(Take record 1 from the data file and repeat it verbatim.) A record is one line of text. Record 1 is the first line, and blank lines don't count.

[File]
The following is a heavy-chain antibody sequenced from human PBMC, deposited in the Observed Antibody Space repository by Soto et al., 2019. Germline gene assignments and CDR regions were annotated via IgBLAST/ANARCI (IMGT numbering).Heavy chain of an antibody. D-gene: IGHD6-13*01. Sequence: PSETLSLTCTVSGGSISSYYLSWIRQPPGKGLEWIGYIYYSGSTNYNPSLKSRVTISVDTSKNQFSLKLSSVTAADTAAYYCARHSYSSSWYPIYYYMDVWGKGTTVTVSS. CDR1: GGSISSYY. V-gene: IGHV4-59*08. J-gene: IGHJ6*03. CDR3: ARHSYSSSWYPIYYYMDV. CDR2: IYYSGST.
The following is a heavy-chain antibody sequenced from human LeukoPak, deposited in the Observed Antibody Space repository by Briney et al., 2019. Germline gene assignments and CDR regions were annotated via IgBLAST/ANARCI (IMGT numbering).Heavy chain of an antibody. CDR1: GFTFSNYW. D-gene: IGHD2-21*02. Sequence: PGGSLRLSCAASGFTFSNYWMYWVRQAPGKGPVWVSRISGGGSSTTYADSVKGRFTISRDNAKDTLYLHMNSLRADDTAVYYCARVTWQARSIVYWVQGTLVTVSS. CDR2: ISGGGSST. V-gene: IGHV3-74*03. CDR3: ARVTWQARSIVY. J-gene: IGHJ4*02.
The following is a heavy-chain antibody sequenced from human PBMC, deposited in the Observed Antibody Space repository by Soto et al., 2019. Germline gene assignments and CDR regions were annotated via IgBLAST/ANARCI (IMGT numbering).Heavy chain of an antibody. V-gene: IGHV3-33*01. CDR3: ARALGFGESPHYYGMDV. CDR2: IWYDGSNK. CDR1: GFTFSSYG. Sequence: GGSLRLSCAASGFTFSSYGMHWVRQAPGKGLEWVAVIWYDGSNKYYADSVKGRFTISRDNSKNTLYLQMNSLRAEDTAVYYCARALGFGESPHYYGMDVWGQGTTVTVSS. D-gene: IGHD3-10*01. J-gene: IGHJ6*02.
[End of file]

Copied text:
The following is a heavy-chain antibody sequenced from human PBMC, deposited in the Observed Antibody Space repository by Soto et al., 2019. Germline gene assignments and CDR regions were annotated via IgBLAST/ANARCI (IMGT numbering).Heavy chain of an antibody. D-gene: IGHD6-13*01. Sequence: PSETLSLTCTVSGGSISSYYLSWIRQPPGKGLEWIGYIYYSGSTNYNPSLKSRVTISVDTSKNQFSLKLSSVTAADTAAYYCARHSYSSSWYPIYYYMDVWGKGTTVTVSS. CDR1: GGSISSYY. V-gene: IGHV4-59*08. J-gene: IGHJ6*03. CDR3: ARHSYSSSWYPIYYYMDV. CDR2: IYYSGST.